the demand appears to be there. “Numerous international clients have approached us,” said Annie Touliotis, Nielsen’s director of product development and marketing.

The product-placement analytics offered by Place*Views and competitors such as TNS Media Intelligence focus on exposure metrics, such as recall and intent to purchase. They don’t try to equate a placement’s monetary value to traditional ads like iTVX and Center Stage.

China isn’t the only market that lacks branded entertainment metrics. India has similar issues, said Atul Phadnis, a partner in Media e2e, a Mumbai-based media consulting company that helps clients put together branded entertainment offerings. Like China, commercial clutter frequently runs 25 minutes per hour on Indian TV, he said. And marketers there have also been reluctant to try integrations without metrics. “Product placement is something very new to us,” he said, suggesting that it really only began in 2004. As in China, marketers in India want to know “how much should a product be worth in monetary terms,” says Phadnis.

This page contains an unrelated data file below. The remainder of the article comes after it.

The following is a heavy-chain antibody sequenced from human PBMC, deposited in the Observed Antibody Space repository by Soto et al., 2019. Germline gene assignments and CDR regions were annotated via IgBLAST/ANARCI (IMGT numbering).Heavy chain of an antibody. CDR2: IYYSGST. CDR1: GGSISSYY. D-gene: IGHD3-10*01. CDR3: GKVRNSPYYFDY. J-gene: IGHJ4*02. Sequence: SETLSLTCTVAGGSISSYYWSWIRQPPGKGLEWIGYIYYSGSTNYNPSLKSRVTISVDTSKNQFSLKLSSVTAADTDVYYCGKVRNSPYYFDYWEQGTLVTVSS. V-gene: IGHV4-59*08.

A few months ago, Media e2e entered a joint venture with iTVX to provide product-placement valuation metrics to Indian clients for the first time. Since the venture was launched, Phadnis said he’s signed Unilever, as well as several TV networks and movie producers as clients.

Phadnis believes the availability of placement metrics will bring some order to what he describes as the “chaotic” way in which the branded entertainment industry has evovled in India up to now. It’s not unusual to see hundreds of different brands integrated into a single televised cricket match, he said. “What does that do to viewers or brands?” he asked. Hopefully, he said, the new metrics will help “clean up” and bring some rationality to the placement process.